Key ESOP Issues

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A business owner who is considering an ESOP typically wants to address three key issues very early in the process: valuation, financing, and control. He wants to know how his stock will be valued, how the ESOP will pay him for the stock it purchases, and who will control the company after the ESOP transaction closes.

Valuation. One of the most critical issues regarding valuation is the concept of adequate consideration. The ESOP trustee cannot pay more than “adequate consideration” for the stock it purchases. In the context of an ESOP, ERISA defines adequate consideration as the stock’s “fair market value . . . as determined in good faith by the trustee . . . .” The proposed Department of Labor regulations define “fair market value” as the “price at which [the stock] would change hands between a willing buyer and a willing seller when the former is not under any compulsion to buy and the latter is not under any compulsion to sell . . . .” The regulations go on to say that the fair market value must be determined “as of the date of the transaction” and must be reflected “in written documentation of valuation.”

In order to establish fair market value for the stock of a company whose securities are not readily tradable on an established securities market, the trustee must – by law – hire an “independent appraiser.” In the context of an ESOP, an independent appraiser is someone who does not perform any other services for a party whose interest may be adverse to the ESOP, including the selling shareholder(s), and who meets an objective standard of impartiality. More simply, the trustee should select an appraiser who has no other business relationship with the company or its shareholder(s).

In order to determine fair market value for the stock that the trustee is purchasing from the company’s shareholder(s) on behalf of the ESOP, the independent appraiser engages in a thorough due diligence process in which he collects and reviews company documents and information such as historical financial statements and projections; material contracts and lease agreements; corporate legal documents such as articles of incorporation, bylaws, and buy-sell agreements; descriptions of past transactions involving company stock; and any relevant environmental or industry information. He also meets with company management and conducts on-site inspections and interviews. After the appraiser completes his due diligence, he reports a range of fair market value of the company’s stock only to the trustee and its legal counsel. The trustee negotiates the purchase price and the other terms of the transaction with the selling shareholder(s), and the final purchase price cannot exceed the top end of the range of value. It is important to note that the standard of value is the amount a “financial buyer” would pay, which in certain situations, may be less than the amount a strategic buyer is willing to pay. The trustee is legally prohibited from paying more than fair market value for the stock on behalf of the ESOP. The adequate consideration requirement places a great deal of scrutiny on the advantages that the non-ESOP parties (such as the selling shareholder(s) and the company’s key employees) could gain as a result of the ESOP transaction. In addition to the requirement that the ESOP cannot pay more than fair market value for its investment, the adequate consideration standard also requires that the ESOP transaction be “fair” to the ESOP relative to the other parties to the transaction.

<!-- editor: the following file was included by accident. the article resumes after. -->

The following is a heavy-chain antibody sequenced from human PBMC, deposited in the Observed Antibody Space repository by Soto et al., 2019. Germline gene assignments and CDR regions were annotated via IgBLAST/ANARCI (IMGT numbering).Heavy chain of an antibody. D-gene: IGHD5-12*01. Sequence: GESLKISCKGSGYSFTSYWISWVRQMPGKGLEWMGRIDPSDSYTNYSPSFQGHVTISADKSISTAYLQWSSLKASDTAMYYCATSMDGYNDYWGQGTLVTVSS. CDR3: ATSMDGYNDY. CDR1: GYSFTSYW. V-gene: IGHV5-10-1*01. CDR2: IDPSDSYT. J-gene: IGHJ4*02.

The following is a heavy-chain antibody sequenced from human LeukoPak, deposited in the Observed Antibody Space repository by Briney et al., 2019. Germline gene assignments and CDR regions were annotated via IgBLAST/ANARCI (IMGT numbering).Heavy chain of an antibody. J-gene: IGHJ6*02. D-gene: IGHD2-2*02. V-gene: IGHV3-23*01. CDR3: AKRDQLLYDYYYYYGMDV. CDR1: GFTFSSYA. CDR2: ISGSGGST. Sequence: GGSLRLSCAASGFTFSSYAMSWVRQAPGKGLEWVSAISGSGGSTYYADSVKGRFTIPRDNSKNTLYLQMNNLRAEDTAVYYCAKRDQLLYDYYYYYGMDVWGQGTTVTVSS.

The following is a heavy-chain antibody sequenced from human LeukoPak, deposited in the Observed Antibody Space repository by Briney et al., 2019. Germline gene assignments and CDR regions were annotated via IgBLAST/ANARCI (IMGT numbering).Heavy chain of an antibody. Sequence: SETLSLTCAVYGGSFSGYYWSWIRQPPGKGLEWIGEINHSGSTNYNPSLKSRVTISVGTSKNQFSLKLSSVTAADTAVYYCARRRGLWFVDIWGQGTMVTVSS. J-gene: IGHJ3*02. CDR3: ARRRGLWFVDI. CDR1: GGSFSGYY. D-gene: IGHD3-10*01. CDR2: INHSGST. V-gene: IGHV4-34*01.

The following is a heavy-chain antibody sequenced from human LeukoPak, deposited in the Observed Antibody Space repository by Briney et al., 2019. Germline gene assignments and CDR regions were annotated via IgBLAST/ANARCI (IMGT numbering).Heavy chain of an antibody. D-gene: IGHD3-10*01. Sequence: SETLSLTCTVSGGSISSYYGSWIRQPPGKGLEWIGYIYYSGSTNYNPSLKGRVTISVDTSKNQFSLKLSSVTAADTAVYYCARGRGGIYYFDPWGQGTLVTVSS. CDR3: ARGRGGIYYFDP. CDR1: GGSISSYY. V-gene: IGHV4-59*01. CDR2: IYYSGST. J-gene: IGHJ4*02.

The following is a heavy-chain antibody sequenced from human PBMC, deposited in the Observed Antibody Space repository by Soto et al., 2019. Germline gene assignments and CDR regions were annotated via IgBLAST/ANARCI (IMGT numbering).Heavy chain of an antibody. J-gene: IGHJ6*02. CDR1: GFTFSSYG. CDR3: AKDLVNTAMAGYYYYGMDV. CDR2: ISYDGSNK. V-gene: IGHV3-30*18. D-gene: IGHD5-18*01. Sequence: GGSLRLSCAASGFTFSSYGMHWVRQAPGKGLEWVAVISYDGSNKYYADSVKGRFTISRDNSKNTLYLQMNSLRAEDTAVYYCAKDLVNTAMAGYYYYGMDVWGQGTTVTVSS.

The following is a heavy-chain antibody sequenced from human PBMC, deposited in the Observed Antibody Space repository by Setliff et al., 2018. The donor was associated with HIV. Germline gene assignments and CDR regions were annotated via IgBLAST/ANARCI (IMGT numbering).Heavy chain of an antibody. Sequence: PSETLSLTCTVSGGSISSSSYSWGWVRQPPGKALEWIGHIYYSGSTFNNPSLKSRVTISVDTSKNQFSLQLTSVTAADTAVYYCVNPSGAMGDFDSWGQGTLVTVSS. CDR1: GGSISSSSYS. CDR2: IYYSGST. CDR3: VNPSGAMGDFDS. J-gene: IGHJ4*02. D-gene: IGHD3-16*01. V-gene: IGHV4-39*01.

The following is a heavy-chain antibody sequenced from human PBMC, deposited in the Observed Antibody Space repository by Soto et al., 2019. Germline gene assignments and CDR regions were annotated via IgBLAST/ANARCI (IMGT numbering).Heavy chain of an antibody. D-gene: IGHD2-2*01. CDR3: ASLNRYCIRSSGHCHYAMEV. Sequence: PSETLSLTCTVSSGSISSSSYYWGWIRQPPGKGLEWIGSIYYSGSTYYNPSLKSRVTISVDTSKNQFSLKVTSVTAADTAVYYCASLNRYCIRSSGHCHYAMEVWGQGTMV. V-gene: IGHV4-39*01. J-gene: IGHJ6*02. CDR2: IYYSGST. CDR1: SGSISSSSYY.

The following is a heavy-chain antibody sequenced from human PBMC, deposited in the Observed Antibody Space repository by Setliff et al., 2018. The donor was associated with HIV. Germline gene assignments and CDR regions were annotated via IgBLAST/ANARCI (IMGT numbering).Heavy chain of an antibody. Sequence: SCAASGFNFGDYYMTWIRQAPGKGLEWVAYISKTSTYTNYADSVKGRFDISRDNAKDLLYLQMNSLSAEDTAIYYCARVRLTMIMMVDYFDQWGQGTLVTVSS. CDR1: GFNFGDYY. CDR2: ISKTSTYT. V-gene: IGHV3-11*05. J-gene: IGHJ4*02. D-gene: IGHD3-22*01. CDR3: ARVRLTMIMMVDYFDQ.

The trustee can establish that he acted in “good faith” in determining fair market value if he relies on the report of a qualified independent appraiser. A qualified independent appraiser is one who (1) holds himself out to the public as an appraiser or performs appraisals on a regular basis and is qualified to make appraisals of the type of property being appraised; and (2) is independent with respect to the company and the other parties to the ESOP transaction other than the ESOP itself. The proposed regulations provide that the appraiser must apply “sound business principles of evaluation” and “conduct a prudent investigation of the circumstances prevailing at the time of the valuation.” The “sound business principles of evaluation” requirement includes the application of the generally accepted approaches to valuation, which are the income approach, the market approach, and the asset-based approach, along with the accompanying methodologies to the various approaches.